[Episcopal News Service] I recently read a sermon by Laurie Haller about a large Christmas pageant where four-year olds put on the manger scene. To help the toddler actors find their spots, the teacher covered the stage with tiny chalk crosses to mark the locations where the children were supposed to stand. But there was one problem: the youngsters never practiced in costume, which meant the teacher didn’t account for the angels.
Twenty cherubim and seraphim floated onto the stage, their costumes gossamer and willowy, their wings big — very, very big.
As they stood on their crosses, in that charming, angelic way, twenty little shepherds emerged, only they couldn’t find their places, because the angel wings hovered above their crosses and prevented their standing on them.
All of this got just a little too infuriating for one small shepherd, who caught the eye of his teacher behind the curtain and yelled — and please excuse my language here—”Because of these damn angels, I can’t find the cross!” (Best Sermons 3, Harper & Row, 1990, 49-50).
Ironically, those angels kept that little boy from adopting his new identity — from becoming a shepherd awed by Jesus’ birth. So he lost his temper. But he knew what God meant for him to become, and he spoke up, because he must have known that following God is important, even, one might argue, worth an occasional explicative.
As faithful Christians worldwide approach Holy Week, we meet many individuals who encounter obstacles when it comes to adopting a new identity in Christ. Judas, for instance, was offered a chance to become one of the founders of the church, one of Christianity’s most historic disciples, but he ultimately forsook his role as a Jesus-follower because his loyalty lay with 30 silver coins.
Peter, unlike Judas, ultimately accepted a new identity in Christ. That new identity might be best symbolized by the new name Jesus gave him—Peter, which comes from the Greek word for rock. Peter, Jesus said, would become the rock on which the church would be built.
Yet Peter struggled with his new identity. He made mistakes, including the three times he denied Jesus. Yet he ultimately accepted his calling, and he stayed to watch Jesus’ sufferings until the very end. Then he became the foundation of the church, just as Jesus said he would be.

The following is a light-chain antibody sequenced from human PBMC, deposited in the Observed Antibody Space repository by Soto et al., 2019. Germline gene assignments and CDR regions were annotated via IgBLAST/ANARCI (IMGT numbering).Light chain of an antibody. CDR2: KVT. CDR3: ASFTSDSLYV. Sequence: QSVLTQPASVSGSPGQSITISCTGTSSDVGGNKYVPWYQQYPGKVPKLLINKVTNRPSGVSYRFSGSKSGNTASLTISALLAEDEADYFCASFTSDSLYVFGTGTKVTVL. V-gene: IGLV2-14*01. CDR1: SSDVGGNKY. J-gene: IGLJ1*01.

Peter, like the boy at the Christmas pageant, had to stand at the cross to become the person he was meant to be, even if it meant sacrificing joy, even if it meant pushing aside something joyous and beautiful, like an angel.
We too are asked to stay throughout the temptations of Lent and the anguish of Holy Week in order to receive a new life in Christ. As it was for Peter and the shepherd, there may be complications; we may want to run and hide. We may, like Judas, even want to betray the one who is ever loyal to us.
And yet, we are asked to remain, to sit with Jesus on Maundy Thursday, to hear the story of his death on Good Friday. Why? So that we too may be transformed, resurrected in this life and the mysterious one ahead, to become people of God.
Laurie Haller didn’t give any details beyond the moment when that little shepherd uttered a profanity, so I never learned how the story ended. I never found out whether the little boy found his cross, whether he stood on it proudly or left the stage annoyed. But my faith tells me this: that some angels moved and made room for him, and he stood, firm-footed on that cross, and held his staff straight and tall. Then he smiled at his parents because that’s what people of God do. They work hard to grow into the identity God intends for them.
And then they rejoice.
– The Rev. Danielle Tumminio lectures at Yale University and is the author of God and Harry Potter at Yale. She currently serves as an interim associate at St. Anne in-the-Fields Episcopal Church in Lincoln, Massachusetts.